Graphic image showing people thinking about different items. (Rendered in a flat-colour style)

Dynamic Ads: The Netflixization of Online Marketing

by Daniel Skoda, Managing Partner at adlicious

With platforms such as Netflix or Spotify, we are now used to being served content that is individually tailored to our preferences. Especially with the mass of content that we encounter on all platforms, such a recommendation can massively influence our consumption decision. But why are entertainment companies giving their customers this feature, while advertisers still rarely resort to personalization in the fight for the right target group?

No personalization - wasted potential

Personalized content is used in just 40 percent of all online campaigns. Although dynamic ads not only allow you to run more effective campaigns, but also save time and money when creating advertising material.

More than three quarters of all users have already bought a product as a result of personalized advertising

Yet many marketers miss out on this potential. It cannot be due to a general rejection of personalization by users. Not only are features such as Spotify's “Your Mix of the Week” popular, but the corresponding data usage also seems to be no problem. Only every eighth user generally rejects the use of cookies for tracking and almost every second user consciously decides to release data in order to receive personalized advertising. However, in order for this acceptance to continue, it must be clearly and transparently communicated where the data comes from and how it is used.

Important for acceptance: Clear communication of data usage

Another explanatory approach is the alleged effort associated with personalization. But what does the cost-benefit ratio really look like?

Dynamic ads: How does it work?

With dynamic advertising tools, personalization can be implemented efficiently and in a resource-saving manner. The basis is a banner in which various dynamic areas are defined, such as prices, product names or images. This data is stored in a feed, which the banner accesses as needed and then shows the user products that match their interests. Data is an important success factor for dynamic campaigns. Reasonable target group segmentation can only be carried out with an appropriate basis. Although a superficial division into man or woman would also be considered a personalized campaign, in many cases this would not be sufficient for good results. The effort required for manual segmentation could be another reason why personalized campaigns are not yet standard. But this effort can pay off: wastage losses are reduced to a minimum.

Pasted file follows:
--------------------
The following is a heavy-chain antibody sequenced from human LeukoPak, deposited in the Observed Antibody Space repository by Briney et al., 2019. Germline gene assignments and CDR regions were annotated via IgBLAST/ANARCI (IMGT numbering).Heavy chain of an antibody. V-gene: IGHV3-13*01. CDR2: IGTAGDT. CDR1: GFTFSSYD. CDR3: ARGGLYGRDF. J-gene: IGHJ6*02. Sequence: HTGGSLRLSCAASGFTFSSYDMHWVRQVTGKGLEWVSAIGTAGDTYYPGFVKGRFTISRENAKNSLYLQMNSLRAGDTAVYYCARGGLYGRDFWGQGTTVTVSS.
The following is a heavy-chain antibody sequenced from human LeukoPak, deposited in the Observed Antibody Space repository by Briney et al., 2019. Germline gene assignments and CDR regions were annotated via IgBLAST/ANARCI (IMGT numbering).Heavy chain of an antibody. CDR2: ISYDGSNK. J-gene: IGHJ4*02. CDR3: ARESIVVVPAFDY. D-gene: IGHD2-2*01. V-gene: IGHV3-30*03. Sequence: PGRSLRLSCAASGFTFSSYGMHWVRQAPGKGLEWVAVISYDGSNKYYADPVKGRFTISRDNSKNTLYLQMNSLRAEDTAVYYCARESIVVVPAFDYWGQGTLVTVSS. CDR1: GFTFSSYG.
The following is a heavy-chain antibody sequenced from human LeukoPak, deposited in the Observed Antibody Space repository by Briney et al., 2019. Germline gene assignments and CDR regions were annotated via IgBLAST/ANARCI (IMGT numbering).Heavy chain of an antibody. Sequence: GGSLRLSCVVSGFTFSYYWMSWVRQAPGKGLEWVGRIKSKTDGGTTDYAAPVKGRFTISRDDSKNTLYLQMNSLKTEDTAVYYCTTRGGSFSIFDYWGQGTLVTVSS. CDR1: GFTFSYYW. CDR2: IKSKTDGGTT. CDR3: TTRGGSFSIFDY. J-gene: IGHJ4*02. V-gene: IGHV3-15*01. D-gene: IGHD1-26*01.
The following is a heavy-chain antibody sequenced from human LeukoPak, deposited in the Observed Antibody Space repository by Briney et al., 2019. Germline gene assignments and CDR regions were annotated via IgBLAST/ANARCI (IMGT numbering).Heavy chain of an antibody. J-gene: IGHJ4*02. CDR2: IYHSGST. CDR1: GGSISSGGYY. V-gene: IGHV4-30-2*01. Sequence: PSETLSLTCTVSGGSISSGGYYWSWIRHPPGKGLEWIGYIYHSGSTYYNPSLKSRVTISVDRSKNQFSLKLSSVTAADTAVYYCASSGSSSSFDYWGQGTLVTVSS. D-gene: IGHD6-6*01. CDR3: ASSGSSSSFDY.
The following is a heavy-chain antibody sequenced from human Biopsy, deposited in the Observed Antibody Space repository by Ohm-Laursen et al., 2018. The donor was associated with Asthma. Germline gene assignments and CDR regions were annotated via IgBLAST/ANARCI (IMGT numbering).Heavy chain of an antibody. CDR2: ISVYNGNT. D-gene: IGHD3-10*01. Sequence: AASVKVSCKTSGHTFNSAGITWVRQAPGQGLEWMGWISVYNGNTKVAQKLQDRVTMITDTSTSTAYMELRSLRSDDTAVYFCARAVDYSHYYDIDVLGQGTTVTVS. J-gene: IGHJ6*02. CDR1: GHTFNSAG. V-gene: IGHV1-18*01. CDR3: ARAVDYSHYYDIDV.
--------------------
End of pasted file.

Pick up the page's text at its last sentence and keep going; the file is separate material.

Minimize wastage through dynamic ads
Dynamic Prospecting - Personalized approach to new customers

In contrast to dynamic retargeting, dynamic prospecting is a form of ad that has hardly been used so far, which is primarily due to the complex set-up of the campaign. Many companies shy away from the hassle of manual segmentation. Although this would be worthwhile. Let's stick with the Netflix analogy, dynamic retargeting is comparable with the “continue watching with profile” feature and dynamic prospecting with the “You might like that” recommendations.

Dynamic Prospecting: “They were looking for this content. You might like the following”

In concrete terms, this means the following: A sporting goods manufacturer is running a dynamic prospecting campaign. Based on user data from the solution provider, a runner will in this case be shown running shoes and corresponding running tights, while an active soccer player will be shown soccer shoes and shin pads.

In this way, users receive advertising with added value and the advertiser precisely addresses new customers for whom he has the right products. It's a win-win situation. Flexibility is another advantage. The simple management of product range changes such as new products, sold out items or changed prices in the data feed makes dynamic prospecting an ideal form of advertising for long-term “always-on” campaigns.


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